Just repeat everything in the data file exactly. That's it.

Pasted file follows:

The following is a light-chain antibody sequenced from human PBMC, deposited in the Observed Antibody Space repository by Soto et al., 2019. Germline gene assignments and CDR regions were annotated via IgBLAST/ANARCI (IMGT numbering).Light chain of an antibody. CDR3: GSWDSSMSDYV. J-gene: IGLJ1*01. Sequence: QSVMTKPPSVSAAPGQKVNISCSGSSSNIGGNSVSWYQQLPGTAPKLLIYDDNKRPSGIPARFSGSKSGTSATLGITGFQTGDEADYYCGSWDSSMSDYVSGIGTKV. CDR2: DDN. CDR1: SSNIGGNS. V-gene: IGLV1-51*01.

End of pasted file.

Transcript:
The following is a light-chain antibody sequenced from human PBMC, deposited in the Observed Antibody Space repository by Soto et al., 2019. Germline gene assignments and CDR regions were annotated via IgBLAST/ANARCI (IMGT numbering).Light chain of an antibody. CDR3: GSWDSSMSDYV. J-gene: IGLJ1*01. Sequence: QSVMTKPPSVSAAPGQKVNISCSGSSSNIGGNSVSWYQQLPGTAPKLLIYDDNKRPSGIPARFSGSKSGTSATLGITGFQTGDEADYYCGSWDSSMSDYVSGIGTKV. CDR2: DDN. CDR1: SSNIGGNS. V-gene: IGLV1-51*01.